Ask someone outside of Finland to point to Äkäslompolo on a globe, and you’ll more than likely be met with a blank stare – unless they’ve already had the pleasure of visiting the small, tranquil snow-covered village themselves.
A quick search online reveals that it’s located in the municipality of Kolari, in the Finnish part of Lapland, where temperatures can reach up to a frosty -35°C. As it lies above the arctic circle, Äkäslompolo also only sees a few hours of daylight during the peak of winter – ideal for viewing the awe-inspiring majesty of the northern lights.
The village also recently hosted the Arctic Girlz in Tech event, which saw 50 girls aged 15-16 come together for a day of inspirational workshops.
Hosted and created in a partnership between Microsoft, Junior Achievement Finland and the European Social Fund, the event brought together representatives from all organisations, with one aim in mind – to inspire and encourage a passion for science, technology, engineering and maths (STEM) subjects in the next generation.
The day itself introduced the girls to a host of different technologies, and workshops including Microsoft’s HoloLens – a mixed reality headset which overlays virtual 3D images into the view of the real world, with the ability to manipulate and interact with these objects in an instant.
Attendees were also given a course in entrepreneurship, encouraging them to build and work towards their business aspirations, driven by technology and ICT-related ideas.
Sessions which saw them create their own 3D pets also took place, in addition to small-group mentoring discussions with experienced female ICT business leaders. This is particularly important, given the strong need for more female role models in STEM fields, alongside the need for more real-world examples.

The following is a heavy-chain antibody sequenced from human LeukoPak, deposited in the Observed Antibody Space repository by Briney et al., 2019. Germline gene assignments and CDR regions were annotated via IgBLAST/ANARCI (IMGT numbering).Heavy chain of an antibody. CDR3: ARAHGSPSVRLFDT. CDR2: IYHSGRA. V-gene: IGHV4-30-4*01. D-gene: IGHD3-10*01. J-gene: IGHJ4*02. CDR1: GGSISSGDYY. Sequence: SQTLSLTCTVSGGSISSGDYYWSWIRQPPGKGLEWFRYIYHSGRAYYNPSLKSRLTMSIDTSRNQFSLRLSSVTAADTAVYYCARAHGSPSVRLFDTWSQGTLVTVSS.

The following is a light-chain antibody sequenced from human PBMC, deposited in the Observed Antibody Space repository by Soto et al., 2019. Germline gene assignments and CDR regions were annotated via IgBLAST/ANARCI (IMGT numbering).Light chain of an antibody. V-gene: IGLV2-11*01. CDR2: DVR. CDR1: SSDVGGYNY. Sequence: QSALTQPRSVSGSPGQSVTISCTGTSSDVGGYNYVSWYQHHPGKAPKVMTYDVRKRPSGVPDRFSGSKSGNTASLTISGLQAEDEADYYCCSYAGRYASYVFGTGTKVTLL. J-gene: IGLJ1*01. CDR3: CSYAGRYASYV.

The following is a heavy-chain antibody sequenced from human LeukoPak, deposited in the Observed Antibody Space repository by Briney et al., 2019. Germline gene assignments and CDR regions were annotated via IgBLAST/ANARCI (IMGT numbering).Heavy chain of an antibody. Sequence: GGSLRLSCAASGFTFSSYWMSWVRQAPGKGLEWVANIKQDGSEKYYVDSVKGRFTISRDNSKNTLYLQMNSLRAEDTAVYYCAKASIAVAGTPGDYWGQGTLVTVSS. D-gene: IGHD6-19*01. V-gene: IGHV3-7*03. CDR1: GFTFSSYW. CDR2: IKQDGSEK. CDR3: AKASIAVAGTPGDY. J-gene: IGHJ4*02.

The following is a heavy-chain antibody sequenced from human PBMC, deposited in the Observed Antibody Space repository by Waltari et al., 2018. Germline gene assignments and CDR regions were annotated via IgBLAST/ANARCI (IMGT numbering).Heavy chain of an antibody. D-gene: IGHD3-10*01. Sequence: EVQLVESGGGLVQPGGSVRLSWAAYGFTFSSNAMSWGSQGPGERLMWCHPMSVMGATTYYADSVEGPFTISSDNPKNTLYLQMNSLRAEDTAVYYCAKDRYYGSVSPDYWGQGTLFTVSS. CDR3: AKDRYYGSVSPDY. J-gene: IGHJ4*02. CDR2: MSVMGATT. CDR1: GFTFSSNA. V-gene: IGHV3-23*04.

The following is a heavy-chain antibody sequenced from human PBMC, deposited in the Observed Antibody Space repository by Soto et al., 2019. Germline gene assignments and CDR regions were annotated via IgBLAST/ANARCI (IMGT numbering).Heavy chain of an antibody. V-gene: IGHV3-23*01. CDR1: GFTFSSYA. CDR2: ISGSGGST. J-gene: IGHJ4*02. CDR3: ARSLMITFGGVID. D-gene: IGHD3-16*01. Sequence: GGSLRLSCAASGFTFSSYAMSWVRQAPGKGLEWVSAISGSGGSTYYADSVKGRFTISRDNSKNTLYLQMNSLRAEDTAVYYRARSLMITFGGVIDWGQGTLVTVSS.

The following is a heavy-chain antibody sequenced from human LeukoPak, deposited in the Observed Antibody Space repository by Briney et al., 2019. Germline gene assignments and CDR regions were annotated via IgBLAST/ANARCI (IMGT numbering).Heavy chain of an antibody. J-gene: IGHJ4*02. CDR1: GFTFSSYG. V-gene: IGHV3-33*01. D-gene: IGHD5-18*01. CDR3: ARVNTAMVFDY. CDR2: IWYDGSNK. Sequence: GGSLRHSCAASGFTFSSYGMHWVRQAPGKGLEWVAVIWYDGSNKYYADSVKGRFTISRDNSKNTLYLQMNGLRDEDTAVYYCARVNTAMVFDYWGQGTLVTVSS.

Jenni Pulska, Digital Learning Coordinator at Junior Achievement Finland, states that:
“Role models have a huge impact when you want to encourage young girls to pursue technology, science and mathematics. If there is a woman in a traditionally male profession, you get this ‘wow feeling’.”
“Workshops make a big difference. They help girls to see in practice what you can do with technology, and you see technology boosting creativity. We’ve received really good feedback from both teachers and students.”
No tech event would be complete without some coding workshops thrown in for good measure, and the Arctic Girlz in Tech event was no different.
Kodu Game Lab – a program designed to let children build their own games via a simple visual programming language – was also used to show off the basics of coding – a digital skill whose importance has grown, and will continue to grow, significantly.
Kaisa Kylä-Kaila, Coordinator at the European Social Fund sums up the day: ”We need more events like this where students have a chance to try technology out,” driving home the importance of encouraging the younger generation to prepare themselves for the world of tomorrow.
Tags: Education, Finland, Girls in STEM